This report provides an overview of the provisions of the Clean Air Act and its Amendments of 1990 that identify hazardous air pollutant (HAP) emissions and addresses their regulation by the US Environmental Protection Agency (EPA). It defines the major energy sector sources of these HAPs that would be affected by the regulations. Attention is focused on regulations that would cover coke oven emissions; chromium emission from industrial cooling towers and the electroplating process; HAP emissions from tank vessels, asbestos-related activities, organic solvent use, and ethylene oxide sterilization; and emissions of air toxics from municipal waste combustors. The possible implications of Title III regulations for the coal, natural gas, petroleum, uranium, and electric utility industries are examined. The report discusses five major databases of HAP emissions: (1) TRI (EPA`s Toxic Release Inventory); (2) PISCES (Power Plant Integrated Systems: Chemical Emissions Studies developed by the Electric Power Research Institute); (3) 1985 Emissions Inventory on volatile organic compounds (used for the National Acid Precipitation Assessment Program); (4) Particulate Matter Species Manual (EPA); and (5) Toxics Emission Inventory (National Aeronautics and Space Administration). It also offers information on emission control technologies for municipal waste combustors.

Hootman, H.A.; Vernet, J.E.

1991-11-01T23:59:59.000Z

24

Air toxics provisions of the Clean Air Act: Potential impacts on energy  

SciTech Connect (OSTI)

This report provides an overview of the provisions of the Clean Air Act and its Amendments of 1990 that identify hazardous air pollutant (HAP) emissions and addresses their regulation by the US Environmental Protection Agency (EPA). It defines the major energy sector sources of these HAPs that would be affected by the regulations. Attention is focused on regulations that would cover coke oven emissions; chromium emission from industrial cooling towers and the electroplating process; HAP emissions from tank vessels, asbestos-related activities, organic solvent use, and ethylene oxide sterilization; and emissions of air toxics from municipal waste combustors. The possible implications of Title III regulations for the coal, natural gas, petroleum, uranium, and electric utility industries are examined. The report discusses five major databases of HAP emissions: (1) TRI (EPA's Toxic Release Inventory); (2) PISCES (Power Plant Integrated Systems: Chemical Emissions Studies developed by the Electric Power Research Institute); (3) 1985 Emissions Inventory on volatile organic compounds (used for the National Acid Precipitation Assessment Program); (4) Particulate Matter Species Manual (EPA); and (5) Toxics Emission Inventory (National Aeronautics and Space Administration). It also offers information on emission control technologies for municipal waste combustors.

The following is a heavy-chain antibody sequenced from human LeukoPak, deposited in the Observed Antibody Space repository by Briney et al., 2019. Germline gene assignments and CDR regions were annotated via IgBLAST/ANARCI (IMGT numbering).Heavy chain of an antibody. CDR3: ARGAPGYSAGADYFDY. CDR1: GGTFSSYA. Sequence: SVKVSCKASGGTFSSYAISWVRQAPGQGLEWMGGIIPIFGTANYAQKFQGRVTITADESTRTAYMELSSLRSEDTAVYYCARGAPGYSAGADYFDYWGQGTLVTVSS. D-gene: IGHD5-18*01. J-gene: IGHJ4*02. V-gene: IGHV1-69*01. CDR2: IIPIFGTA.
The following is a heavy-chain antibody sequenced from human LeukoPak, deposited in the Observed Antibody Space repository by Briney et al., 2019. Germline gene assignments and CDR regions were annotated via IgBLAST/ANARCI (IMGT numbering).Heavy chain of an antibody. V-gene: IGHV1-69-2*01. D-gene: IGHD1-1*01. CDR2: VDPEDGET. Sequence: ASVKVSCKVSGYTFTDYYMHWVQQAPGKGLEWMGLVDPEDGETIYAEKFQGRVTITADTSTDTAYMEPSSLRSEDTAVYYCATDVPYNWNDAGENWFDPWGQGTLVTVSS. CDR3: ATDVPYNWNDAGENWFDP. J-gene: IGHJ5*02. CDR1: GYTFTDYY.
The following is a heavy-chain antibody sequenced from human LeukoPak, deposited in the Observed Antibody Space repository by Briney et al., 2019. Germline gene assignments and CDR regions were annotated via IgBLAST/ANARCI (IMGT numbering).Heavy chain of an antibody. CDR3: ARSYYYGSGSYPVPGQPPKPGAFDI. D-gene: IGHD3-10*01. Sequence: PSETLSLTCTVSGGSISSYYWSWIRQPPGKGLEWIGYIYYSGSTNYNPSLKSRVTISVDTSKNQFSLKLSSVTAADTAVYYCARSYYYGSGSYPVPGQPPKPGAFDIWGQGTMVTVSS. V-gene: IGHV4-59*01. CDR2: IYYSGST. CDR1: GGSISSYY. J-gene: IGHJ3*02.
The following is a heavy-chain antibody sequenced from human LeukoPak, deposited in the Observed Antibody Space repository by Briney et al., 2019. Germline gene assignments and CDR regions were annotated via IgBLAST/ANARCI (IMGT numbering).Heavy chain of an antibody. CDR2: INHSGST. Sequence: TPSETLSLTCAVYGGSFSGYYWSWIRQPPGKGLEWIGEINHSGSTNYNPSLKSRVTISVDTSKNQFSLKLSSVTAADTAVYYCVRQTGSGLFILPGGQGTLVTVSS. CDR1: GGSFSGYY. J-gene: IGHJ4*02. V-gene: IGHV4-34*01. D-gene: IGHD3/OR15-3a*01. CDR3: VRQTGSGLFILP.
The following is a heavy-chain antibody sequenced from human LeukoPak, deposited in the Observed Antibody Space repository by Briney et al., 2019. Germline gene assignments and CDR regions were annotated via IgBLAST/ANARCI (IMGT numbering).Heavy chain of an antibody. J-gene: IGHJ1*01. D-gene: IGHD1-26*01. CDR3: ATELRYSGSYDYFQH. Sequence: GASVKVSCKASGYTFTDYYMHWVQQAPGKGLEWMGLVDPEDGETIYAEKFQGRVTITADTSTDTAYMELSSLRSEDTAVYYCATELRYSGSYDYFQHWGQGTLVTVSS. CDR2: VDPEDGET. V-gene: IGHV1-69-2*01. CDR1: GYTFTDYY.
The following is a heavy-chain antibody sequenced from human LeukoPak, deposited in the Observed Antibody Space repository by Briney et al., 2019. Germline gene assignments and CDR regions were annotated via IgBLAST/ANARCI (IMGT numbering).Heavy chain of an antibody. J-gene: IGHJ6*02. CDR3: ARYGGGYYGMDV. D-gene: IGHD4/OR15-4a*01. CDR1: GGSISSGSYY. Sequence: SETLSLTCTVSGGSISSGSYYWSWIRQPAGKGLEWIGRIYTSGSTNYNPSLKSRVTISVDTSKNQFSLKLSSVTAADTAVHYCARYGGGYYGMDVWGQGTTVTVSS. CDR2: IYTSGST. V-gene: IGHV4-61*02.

Hootman, H.A.; Vernet, J.E.

1991-11-01T23:59:59.000Z

25

ULTRA HIGH EFFICIENCY ESP DEVELOPMENT FOR AIR TOXICS CONTROL  

SciTech Connect (OSTI)